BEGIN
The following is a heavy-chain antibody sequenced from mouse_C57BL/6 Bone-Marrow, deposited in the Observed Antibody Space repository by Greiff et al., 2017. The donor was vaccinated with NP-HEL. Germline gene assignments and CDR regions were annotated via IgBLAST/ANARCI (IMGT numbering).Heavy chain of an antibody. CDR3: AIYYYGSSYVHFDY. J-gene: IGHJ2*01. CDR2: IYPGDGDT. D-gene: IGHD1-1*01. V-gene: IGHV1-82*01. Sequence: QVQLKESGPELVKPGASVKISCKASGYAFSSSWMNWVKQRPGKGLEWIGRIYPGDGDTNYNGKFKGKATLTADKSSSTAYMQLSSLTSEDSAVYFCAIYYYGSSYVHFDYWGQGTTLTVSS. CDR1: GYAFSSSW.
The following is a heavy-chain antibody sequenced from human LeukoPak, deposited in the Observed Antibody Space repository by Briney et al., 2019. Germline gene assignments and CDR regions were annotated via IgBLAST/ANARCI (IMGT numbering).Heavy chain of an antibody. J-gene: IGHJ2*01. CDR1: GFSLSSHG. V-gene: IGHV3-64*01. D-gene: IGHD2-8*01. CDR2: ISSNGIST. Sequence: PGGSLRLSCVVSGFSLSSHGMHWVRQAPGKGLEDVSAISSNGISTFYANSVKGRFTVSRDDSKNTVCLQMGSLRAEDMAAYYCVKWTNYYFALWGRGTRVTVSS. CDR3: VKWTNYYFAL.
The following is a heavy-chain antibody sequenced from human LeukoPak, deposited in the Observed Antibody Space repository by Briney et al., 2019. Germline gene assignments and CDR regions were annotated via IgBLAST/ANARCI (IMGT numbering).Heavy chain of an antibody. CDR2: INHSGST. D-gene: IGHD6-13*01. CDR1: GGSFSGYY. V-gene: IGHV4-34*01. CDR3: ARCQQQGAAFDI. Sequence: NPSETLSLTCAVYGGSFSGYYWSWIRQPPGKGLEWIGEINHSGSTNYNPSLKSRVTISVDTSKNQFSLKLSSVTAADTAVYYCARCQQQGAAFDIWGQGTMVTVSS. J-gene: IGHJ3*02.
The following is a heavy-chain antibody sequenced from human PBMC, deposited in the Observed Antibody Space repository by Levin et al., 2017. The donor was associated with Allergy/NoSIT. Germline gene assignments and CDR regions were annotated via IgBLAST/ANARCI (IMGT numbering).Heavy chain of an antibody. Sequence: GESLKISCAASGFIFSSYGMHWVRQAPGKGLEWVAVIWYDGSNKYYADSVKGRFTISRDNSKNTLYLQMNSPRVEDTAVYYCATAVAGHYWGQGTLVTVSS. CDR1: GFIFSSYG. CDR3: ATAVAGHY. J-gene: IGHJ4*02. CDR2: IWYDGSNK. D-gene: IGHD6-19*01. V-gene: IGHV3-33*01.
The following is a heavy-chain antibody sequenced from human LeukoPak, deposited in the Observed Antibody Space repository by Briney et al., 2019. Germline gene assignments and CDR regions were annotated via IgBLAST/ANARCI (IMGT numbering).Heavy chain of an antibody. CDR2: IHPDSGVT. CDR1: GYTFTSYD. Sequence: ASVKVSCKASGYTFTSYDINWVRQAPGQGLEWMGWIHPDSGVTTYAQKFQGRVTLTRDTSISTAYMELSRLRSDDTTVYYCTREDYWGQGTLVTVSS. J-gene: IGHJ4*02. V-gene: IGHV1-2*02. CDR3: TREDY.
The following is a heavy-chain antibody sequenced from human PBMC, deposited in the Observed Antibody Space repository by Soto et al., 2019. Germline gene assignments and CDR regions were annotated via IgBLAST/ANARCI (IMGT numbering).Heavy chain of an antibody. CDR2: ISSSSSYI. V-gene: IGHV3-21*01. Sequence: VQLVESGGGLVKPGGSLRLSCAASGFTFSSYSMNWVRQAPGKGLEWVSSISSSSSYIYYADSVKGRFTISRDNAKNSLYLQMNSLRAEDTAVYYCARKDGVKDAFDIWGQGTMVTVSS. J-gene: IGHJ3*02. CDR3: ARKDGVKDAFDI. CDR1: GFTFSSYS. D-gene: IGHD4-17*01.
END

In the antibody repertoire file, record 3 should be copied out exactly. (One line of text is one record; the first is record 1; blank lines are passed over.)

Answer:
The following is a heavy-chain antibody sequenced from human LeukoPak, deposited in the Observed Antibody Space repository by Briney et al., 2019. Germline gene assignments and CDR regions were annotated via IgBLAST/ANARCI (IMGT numbering).Heavy chain of an antibody. CDR2: INHSGST. D-gene: IGHD6-13*01. CDR1: GGSFSGYY. V-gene: IGHV4-34*01. CDR3: ARCQQQGAAFDI. Sequence: NPSETLSLTCAVYGGSFSGYYWSWIRQPPGKGLEWIGEINHSGSTNYNPSLKSRVTISVDTSKNQFSLKLSSVTAADTAVYYCARCQQQGAAFDIWGQGTMVTVSS. J-gene: IGHJ3*02.